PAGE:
As would I, but since democracies do have some of these same vulnerabilities, what institutional guardrails do we need to ensure we avoid this trap?
The overall majority of House seats in the US are either gerrymandered or noncompetitive just based on demographics. So the primary system creates mass incentives for extremism. When you put that in combination with the splintered media environment, you’ve got a major problem.
Marjorie Taylor Greene shows these problems in spades. You say things that are unhinged and you become a darling on Twitter. You break out as a star, everybody in the party knows who you are, and Mitch McConnell can’t do anything about it. I think you have to make it so there are institutional incentives to tell the truth and to also be more interested in making policy than having a viral tweet that trolls the libs or whatever.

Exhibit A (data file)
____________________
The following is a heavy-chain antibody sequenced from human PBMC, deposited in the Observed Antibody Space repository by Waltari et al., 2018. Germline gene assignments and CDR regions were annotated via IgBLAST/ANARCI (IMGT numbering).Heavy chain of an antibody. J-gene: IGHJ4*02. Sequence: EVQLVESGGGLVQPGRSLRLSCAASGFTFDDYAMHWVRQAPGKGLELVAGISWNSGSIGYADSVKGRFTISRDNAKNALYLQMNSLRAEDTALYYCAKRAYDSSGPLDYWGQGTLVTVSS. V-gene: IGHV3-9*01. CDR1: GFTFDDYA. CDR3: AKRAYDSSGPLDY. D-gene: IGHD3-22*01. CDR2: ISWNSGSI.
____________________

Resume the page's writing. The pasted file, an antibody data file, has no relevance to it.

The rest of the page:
I think the big point here is that we also have to think about turning the mirror back on ourselves. This is something that I’ve observed living in the UK for the last 10 years. There’s something deeply dysfunctional about American society right now. People are financially and electorally rewarded for lying to their voters. We can come up with every possible institutional change that you can imagine to revive our democracy, but nothing will matter unless we solve this problem with our society.
Will you support Vox’s explanatory journalism?
Millions turn to Vox to understand what’s happening in the news. Our mission has never been more vital than it is in this moment: to empower through understanding. Financial contributions from our readers are a critical part of supporting our resource-intensive work and help us keep our journalism free for all. Please consider making a contribution to Vox today.